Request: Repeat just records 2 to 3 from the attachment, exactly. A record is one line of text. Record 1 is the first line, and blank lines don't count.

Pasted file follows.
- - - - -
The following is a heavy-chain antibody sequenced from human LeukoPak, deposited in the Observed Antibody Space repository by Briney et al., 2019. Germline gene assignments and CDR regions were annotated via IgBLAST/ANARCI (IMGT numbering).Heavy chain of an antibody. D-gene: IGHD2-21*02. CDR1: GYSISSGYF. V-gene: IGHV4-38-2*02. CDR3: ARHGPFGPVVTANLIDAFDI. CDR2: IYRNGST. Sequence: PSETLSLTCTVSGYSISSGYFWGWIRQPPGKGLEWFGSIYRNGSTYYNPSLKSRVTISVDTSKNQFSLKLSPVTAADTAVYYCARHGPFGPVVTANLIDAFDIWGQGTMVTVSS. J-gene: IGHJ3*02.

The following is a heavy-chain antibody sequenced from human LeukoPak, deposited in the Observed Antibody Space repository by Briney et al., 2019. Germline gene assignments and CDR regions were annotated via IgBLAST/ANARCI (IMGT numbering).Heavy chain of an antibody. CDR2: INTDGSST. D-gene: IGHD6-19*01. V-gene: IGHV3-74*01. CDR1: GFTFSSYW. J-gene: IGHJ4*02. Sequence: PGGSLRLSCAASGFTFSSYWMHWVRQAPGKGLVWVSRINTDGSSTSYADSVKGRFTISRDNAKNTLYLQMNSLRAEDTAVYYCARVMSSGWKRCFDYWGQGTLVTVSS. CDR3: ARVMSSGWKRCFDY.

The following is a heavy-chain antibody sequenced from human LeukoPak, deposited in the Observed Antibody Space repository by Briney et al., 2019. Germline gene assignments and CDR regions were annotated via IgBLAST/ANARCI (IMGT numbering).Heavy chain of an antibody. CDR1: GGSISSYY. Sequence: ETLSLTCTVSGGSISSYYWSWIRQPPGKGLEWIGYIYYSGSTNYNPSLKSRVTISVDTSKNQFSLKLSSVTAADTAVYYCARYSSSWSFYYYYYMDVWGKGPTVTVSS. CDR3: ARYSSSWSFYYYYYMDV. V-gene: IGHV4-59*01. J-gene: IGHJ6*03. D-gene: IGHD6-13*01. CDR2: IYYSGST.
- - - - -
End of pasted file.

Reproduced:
The following is a heavy-chain antibody sequenced from human LeukoPak, deposited in the Observed Antibody Space repository by Briney et al., 2019. Germline gene assignments and CDR regions were annotated via IgBLAST/ANARCI (IMGT numbering).Heavy chain of an antibody. CDR2: INTDGSST. D-gene: IGHD6-19*01. V-gene: IGHV3-74*01. CDR1: GFTFSSYW. J-gene: IGHJ4*02. Sequence: PGGSLRLSCAASGFTFSSYWMHWVRQAPGKGLVWVSRINTDGSSTSYADSVKGRFTISRDNAKNTLYLQMNSLRAEDTAVYYCARVMSSGWKRCFDYWGQGTLVTVSS. CDR3: ARVMSSGWKRCFDY.

The following is a heavy-chain antibody sequenced from human LeukoPak, deposited in the Observed Antibody Space repository by Briney et al., 2019. Germline gene assignments and CDR regions were annotated via IgBLAST/ANARCI (IMGT numbering).Heavy chain of an antibody. CDR1: GGSISSYY. Sequence: ETLSLTCTVSGGSISSYYWSWIRQPPGKGLEWIGYIYYSGSTNYNPSLKSRVTISVDTSKNQFSLKLSSVTAADTAVYYCARYSSSWSFYYYYYMDVWGKGPTVTVSS. CDR3: ARYSSSWSFYYYYYMDV. V-gene: IGHV4-59*01. J-gene: IGHJ6*03. D-gene: IGHD6-13*01. CDR2: IYYSGST.